The citation came amid an appeal by the Alabama Attorney General seeking to lift a federal court injunction that partially blocked enforcement of a recently enacted state ban on medical procedures for young people whose gender identity is at odds with their birth sex.
The appeal is believed to mark the first time that a state has expressly invoked the Supreme Court’s recent opinion reversing the Roe v. Wade’s 1973 legalization of abortion and applies the same reasoning to a separate issue of other rights.
Echoing high court language in Roe’s reversal, Alabama’s appeal filed Monday argued that the state has the authority to ban puberty-blocking hormones and other therapies. for transgender minors in part because they are not “deeply rooted in our history or our traditions”.
The appeal also claims that such treatments are dangerous and experimental, contrary to the broad consensus among medical and mental health professionals that such gender-affirming care saves lives by reducing the risk of depression and suicide. .
Last Friday’s 5-4 ruling by the Supreme Court’s conservative majority immediately paved the way for many states to enact measures erasing or restricting a woman’s ability to terminate her own pregnancy.
But civil liberties advocates have also worried that the latest abortion ruling, in a Mississippi case called Dobbs vs. Jackson Women’s Health Organization, could invite Republican-controlled legislatures to attack other rights that women conservatives oppose.
Supreme Court Justice Samuel Alito, writing for the majority, said nothing in the Dobbs decision should “cast doubt on precedents that do not relate to abortion”.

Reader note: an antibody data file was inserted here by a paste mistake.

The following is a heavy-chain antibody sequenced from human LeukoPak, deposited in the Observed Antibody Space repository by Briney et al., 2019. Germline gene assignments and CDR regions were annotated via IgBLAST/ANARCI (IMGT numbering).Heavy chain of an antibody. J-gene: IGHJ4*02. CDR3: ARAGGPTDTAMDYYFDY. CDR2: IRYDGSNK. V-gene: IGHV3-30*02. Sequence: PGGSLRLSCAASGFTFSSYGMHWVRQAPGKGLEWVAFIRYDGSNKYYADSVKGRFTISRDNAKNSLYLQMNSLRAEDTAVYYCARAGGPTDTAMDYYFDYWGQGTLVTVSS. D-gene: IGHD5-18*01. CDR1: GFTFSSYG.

However, Justice Clarence Thomas, in a concurring opinion, urged the Court to reconsider previous rulings protecting the right to contraception, legalizing same-sex marriage nationwide and invalidating state laws prohibiting same-sex sexual relations.
Alabama’s call to reinstate its law prohibiting parents from providing gender-transitional medical care to their children seemed destined to prompt such reconsideration, LGBTQ rights advocates say.
“This is the first case we know of where a state has invoked Dobbs to attack another fundamental right,” Shannon Minter, legal director of the National Center for Lesbian Rights, said in an email to Reuters on Thursday.
Nonetheless, Minter said Alabama’s strategy was “little likely to gain much traction because majority opinion was so clear that its continuation was limited to abortion rights.”
Alito sought to distinguish abortion from other established rights because of its involvement in ending what the Roe case called “potential life”. But many jurists have noted that the Dobbs decision calls into question the constitutional basis of other rights subsequently recognized by the Court.
Enforcement of the Alabama law, passed by a Republican-dominated legislature, was blocked in May, less than a week after it took effect, by a preliminary injunction issued by U.S. District Judge Liles Burke , a person appointed by former Republican President Donald Trump.
Burke said superior court decisions have made it clear that parents have the right to direct their children’s medical care if it meets acceptable standards and that transgender people are protected from discrimination under federal law. .
Burke left in place the part of the law prohibiting sex reassignment surgery, which experts say is extremely rare for minors, and other provisions prohibiting school officials from keeping certain identity information secret. parental sexuality.